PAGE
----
Perhaps it’s that they’re covering songs from their contemporaries – Hoffs, of course, was and still is in the Bangles, one of the top bands of the ‘80s; and though he didn’t break through until 1991 with Girlfriend and “Winona,” for a time Sweet was part of the same Athens, Ga., music scene as R.E.M. Or maybe it’s the song selection. Volume 1 was tight, a true delight, but some of the picks seemed obvious; and the deluxe/bonus track-laden version of Volume 2 suffered from the audio equivalent of suburban sprawl – it went on and on and on. Don’t get me wrong, each features moments of splendor, but neither is a five-star affair (though Volume 1 comes close). Volume 3, however, hits the mark from the get-go with “Sitting Still,” the b-side to R.E.M.’s first single (“Radio Free Europe”), and doesn’t let up, dishing out college-rock classics side-by-side with MTV staples – and a few cool detours into classic rock.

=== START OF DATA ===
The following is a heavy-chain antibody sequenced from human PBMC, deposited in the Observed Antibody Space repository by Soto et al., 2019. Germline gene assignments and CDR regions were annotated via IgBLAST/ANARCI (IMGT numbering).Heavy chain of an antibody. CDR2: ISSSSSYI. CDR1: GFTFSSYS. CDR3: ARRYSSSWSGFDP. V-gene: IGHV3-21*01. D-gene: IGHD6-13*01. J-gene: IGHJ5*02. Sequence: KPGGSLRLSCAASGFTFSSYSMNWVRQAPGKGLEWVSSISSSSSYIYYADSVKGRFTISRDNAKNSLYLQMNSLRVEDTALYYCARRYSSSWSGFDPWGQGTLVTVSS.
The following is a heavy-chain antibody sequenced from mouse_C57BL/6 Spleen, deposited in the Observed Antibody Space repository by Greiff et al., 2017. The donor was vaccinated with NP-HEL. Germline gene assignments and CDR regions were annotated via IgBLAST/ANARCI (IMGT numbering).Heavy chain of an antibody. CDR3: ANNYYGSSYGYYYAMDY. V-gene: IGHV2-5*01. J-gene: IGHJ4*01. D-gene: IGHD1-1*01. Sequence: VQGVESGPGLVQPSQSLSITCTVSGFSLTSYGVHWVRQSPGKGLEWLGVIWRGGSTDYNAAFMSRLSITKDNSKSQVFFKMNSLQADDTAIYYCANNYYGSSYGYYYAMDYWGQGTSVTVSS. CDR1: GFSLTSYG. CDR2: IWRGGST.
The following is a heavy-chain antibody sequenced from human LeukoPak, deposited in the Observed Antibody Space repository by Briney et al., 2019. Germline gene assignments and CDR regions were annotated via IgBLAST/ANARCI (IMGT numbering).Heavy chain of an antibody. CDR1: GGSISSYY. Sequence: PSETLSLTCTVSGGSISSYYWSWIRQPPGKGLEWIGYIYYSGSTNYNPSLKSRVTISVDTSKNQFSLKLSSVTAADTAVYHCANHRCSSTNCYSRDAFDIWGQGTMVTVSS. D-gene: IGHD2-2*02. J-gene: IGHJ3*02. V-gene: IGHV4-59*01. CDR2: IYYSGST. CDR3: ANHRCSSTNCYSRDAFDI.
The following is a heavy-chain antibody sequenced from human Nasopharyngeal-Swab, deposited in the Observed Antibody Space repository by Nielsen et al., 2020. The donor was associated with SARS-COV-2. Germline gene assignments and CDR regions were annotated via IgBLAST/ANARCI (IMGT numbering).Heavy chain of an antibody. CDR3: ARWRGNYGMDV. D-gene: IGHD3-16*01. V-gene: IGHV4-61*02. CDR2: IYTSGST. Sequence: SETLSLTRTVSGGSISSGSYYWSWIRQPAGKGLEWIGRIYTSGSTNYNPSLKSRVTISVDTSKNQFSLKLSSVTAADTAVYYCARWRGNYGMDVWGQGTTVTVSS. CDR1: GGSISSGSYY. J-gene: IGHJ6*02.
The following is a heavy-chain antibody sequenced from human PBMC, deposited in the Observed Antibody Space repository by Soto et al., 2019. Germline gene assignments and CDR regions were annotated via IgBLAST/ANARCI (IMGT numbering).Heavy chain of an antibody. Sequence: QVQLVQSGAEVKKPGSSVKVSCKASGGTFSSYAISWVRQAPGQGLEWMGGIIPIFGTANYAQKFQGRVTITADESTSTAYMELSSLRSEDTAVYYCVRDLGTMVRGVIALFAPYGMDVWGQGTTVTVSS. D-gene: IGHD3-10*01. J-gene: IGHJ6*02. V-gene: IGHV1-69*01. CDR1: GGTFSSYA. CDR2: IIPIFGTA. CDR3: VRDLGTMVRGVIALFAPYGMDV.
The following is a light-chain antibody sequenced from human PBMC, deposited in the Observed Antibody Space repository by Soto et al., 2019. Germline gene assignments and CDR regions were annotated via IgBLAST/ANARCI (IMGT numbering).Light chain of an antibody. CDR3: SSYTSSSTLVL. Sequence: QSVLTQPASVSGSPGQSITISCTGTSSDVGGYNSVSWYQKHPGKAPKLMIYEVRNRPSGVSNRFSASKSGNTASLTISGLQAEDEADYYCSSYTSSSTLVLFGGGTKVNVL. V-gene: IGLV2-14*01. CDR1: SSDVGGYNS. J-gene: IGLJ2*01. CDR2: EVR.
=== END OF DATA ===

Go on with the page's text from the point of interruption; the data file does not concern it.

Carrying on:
I’ll eschew a track-by-track analysis, but will point out Hoffs’ sassy take on Elvis Costello’s “Girls Talk” (which was a hit for Dave Edmunds as well as a highlight of Linda Ronstadt’s 1980 Mad Love album); the Kirsty MacColl-penned Tracey Ullman hit “They Don’t Know,” which contains what may well be Hoffs’ best-ever vocal; and her sultry reading of Roxy Music’s “More Than This,” which does Bryan Ferry proud. Sweet, too, has moments both sublime and stupendous – Tom Petty’s ”Free Fallin’,” the English Beat’s “ Save It For Later” and the Smiths’ “How Soon Is Now,” for example. And just as Volume 2 hid a few gems in its deluxe/bonus track version, the same’s true here – Sweet shines on Prince’s “I Would Die 4 U” and the Clash’s “Train in Vain.”